Completing Ranger School, a 61-day combat leadership course, is not an easy feat for anyone. The U.S. Army's website calls it "the most physically and mentally demanding leadership school the Army has to offer." So, some people probably thought women couldn't succeed in it. But right now, two of the three women who started the most recent Ranger School course will enter the final Swamp Phase. The other one, along with 60 men who didn't make it to Swamp Phase, will get another shot at the previous Mountain Phase on Saturday. Even if the third woman doesn't pass that one, two out of three women in the final round ain't too bad compared to 65 out of 125 men. If the two women still in the course pass the last phase, they'll be the first women to complete the course.
The Swamp Phase, located at the in Eglin Air Force Base in Florida, is enough to send shivers down anyone's spine. As Military.com describes it:
The phase consists of two jumps for airborne qualified personnel; four days of waterborne operations training to include small boat movements and stream crossings; a 10-day field training exercise with student-led patrols; and two administrative days where the students are counseled on their performance during the phase.
Hopefully, whether they make it to the very end or not, these women will serve as inspiration to other women who want to complete the course. After all, women have been breaking into all sorts of fields they were deemed incapable of entering. Here are a few more feats they've defied expectations to accomplish in recent years.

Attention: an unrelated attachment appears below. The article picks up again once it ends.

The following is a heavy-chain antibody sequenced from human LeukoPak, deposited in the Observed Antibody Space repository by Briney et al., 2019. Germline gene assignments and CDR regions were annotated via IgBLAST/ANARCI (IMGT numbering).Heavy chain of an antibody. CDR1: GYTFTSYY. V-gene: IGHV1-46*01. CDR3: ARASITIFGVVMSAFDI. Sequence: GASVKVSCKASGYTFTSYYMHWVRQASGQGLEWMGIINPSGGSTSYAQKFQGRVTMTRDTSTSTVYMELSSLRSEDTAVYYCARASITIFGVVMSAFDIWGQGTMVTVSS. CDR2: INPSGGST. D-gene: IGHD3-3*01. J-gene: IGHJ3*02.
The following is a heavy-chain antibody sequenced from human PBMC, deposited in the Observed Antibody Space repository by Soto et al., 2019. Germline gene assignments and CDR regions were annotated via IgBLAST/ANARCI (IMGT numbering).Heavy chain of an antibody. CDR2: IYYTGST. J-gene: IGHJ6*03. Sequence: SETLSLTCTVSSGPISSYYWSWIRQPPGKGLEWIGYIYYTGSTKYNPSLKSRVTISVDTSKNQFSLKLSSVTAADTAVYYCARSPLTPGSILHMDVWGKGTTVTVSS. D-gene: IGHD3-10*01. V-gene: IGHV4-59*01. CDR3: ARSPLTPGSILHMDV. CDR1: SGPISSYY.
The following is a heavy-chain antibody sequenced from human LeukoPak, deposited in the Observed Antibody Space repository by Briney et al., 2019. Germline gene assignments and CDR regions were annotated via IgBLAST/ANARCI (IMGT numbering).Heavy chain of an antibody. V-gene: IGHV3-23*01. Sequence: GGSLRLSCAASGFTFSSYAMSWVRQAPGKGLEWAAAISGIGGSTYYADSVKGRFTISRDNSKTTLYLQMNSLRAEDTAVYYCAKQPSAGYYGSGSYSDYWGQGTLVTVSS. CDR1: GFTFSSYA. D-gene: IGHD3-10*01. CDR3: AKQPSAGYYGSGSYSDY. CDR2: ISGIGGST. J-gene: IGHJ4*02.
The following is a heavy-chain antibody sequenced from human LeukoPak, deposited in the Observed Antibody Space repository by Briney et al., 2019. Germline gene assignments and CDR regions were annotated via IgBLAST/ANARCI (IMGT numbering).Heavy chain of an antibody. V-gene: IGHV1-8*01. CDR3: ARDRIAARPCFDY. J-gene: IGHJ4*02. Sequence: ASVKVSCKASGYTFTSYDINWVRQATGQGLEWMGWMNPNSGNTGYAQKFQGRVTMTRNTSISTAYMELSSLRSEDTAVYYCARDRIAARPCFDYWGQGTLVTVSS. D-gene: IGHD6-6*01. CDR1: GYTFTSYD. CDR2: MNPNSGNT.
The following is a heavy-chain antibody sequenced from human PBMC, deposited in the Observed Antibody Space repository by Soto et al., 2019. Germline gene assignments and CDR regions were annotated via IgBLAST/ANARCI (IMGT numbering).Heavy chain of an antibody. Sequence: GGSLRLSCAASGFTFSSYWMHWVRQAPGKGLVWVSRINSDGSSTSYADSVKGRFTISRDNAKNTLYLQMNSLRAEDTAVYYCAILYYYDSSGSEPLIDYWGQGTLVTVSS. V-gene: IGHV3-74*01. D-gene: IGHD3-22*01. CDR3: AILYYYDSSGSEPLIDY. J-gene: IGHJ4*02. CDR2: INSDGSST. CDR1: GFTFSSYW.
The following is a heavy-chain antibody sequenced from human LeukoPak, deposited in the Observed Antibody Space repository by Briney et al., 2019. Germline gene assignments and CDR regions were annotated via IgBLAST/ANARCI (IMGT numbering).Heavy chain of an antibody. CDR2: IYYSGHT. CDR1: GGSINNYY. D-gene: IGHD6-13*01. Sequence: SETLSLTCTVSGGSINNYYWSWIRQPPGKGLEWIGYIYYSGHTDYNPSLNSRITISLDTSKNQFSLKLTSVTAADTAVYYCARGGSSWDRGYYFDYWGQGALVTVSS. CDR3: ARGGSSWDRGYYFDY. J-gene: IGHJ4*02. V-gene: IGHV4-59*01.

1. Hammer Throwing
Track and field athlete Amanda Bingson set the American record for hammer throwing in 2013, with a distance of 75.73 m. She told ESPN that women are just getting started in this sport, which became a female Olympic event in the 2000s, but their distances have been skyrocketing ever since. She added, "If I medal in the upcoming Olympics, I'm just going to chug a beer." I like her attitude.
Amid all the debate over whether the standards for becoming a firefighter should be lowered to include more women, it's easy to forget that many women have made it into the profession with its current entrance tests. About six percent of firefighters in the U.S. are women. The history of American female firefighters dates back to the early 1800s, when a slave named Molly Williams braved a fire alone after an influenza outbreak left the rest of the force out of commission.
3. Flying Planes
We all learned about Amelia Earheart in elementary school, yet our own flying experiences seem oddly devoid of women in the cockpit. Several women interviewed for a CNN feature on the United S.'s current lack of female pilots said many women don't have role models to demonstrate that flying planes is a viable career option. "It just seems like the women, if they didn't have it around them as a young child, then it's not something they considered," said aviation professor Victoria Dunbar. Still, there are been many notable female pilots since Earheart, and women currently make up five percent of the Air Line Pilots Association.
It has become a cliche that women are underrepresented in the tech industry, but with all the recent articles, websites, and social media campaigns highlighting female tech employees, people now have no excuse to view the sector as solely a man's world. There are far too many women leading the tech industry to even name, but a few interesting examples are Allison Huynh, who created a non-violent video game called MyDream, and Neha Sampat, CEO of the software company Built.io.
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